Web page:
Tuesday Dec. 5th. 10:30 am: A 4000-acre wildfire was burning in Sylmar. It had been named The Creek Fire.
I remembered the Sayre fire in Sylmar back in 2008. As new homeowners, Kevin and I were unfamiliar with the foothills and wildfires. So we walked up to Hillrose—one street above ours on the hillside—and took in the incredible view: Hansen Dam, the Sunland Golf Course, the Angeles National Forest and the 210 freeway that snakes through it all.
That night it looked like a comet had struck Earth and exploded as Armageddon: Mushrooming smoke and sizzling shades of orange and red lit up the night sky. Awesome and terrifying. The destruction would be devastating. An entire 600-structure trailer park would be wiped out.
On Tuesday, I wasn’t worried. Sylmar is 7.5 mi. away. Kevin was going to an audition for 1 pm, so I said,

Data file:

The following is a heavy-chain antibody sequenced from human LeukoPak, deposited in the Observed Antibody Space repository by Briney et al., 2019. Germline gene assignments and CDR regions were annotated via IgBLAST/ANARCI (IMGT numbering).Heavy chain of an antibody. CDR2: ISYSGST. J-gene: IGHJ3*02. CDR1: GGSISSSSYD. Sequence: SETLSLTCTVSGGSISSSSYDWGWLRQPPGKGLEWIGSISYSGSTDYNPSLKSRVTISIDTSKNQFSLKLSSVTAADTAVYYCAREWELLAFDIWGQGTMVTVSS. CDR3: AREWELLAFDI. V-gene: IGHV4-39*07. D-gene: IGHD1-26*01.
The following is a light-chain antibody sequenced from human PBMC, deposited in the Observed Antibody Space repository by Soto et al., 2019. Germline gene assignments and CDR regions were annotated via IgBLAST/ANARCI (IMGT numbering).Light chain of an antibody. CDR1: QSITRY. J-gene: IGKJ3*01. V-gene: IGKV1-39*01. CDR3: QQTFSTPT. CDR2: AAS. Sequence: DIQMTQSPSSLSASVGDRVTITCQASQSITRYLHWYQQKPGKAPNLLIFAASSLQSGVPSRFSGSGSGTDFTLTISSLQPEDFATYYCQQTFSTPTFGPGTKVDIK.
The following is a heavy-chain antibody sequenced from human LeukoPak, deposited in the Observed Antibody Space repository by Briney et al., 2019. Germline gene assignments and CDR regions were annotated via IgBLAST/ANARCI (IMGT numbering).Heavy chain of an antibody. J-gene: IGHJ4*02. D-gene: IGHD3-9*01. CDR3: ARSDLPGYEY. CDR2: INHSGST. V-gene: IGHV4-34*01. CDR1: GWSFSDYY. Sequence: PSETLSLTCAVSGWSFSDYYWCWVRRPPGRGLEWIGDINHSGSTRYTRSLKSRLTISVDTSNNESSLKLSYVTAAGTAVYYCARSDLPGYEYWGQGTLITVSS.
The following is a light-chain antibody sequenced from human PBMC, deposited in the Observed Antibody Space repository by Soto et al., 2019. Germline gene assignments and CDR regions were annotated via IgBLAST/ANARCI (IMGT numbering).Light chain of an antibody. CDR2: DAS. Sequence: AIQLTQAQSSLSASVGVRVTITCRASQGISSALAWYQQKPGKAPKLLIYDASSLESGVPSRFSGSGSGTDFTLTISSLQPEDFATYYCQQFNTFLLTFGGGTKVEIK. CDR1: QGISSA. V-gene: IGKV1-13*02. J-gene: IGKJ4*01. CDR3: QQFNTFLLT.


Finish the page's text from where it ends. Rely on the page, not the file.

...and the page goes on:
“I’ll come with you when you leave. I want to see where the fire is. To make me feel better.” Ugh.
12:00 pm: As we drove down our driveway and around the bend, black smoke came billowing towards us.
“Ahhh…This is not good..." My husband’s voice vibrated in the way that terrifies me. Piercing my skin with a frequency that indicates he’s more than a little bit scared.
The normally quiet Hillrose Ave. was in chaos: Black smoke rolled across the sky. Cars were parked everywhere. Several helicopters zoomed overhead, dropping water in multiple locations. 30-40 neighbors were gathered at the top, most of them on their phone. The wind, the copters, the panic in my neighbors' voices battered my eardrums. This was bad. My hands shook as I tried to hold my hoodie over my head against the cacophony.
The fire had “jumped” the 210 freeway. How could it have not? The gusts were ferocious, unpredictable, nearly knocking me over several times. To my right, Little Tujunga Canyon was clearly aflame. To my left, flames were greedily consuming the dry brush of Hansen Dam, quickly spreading further to the left into Shadow Hills. Hansen Dam runs parallel with Wentworth Ave. If it jumped Wentworth, it would be at the bottom of our hill.
We looked at each other and gasped,
“We have to leave.”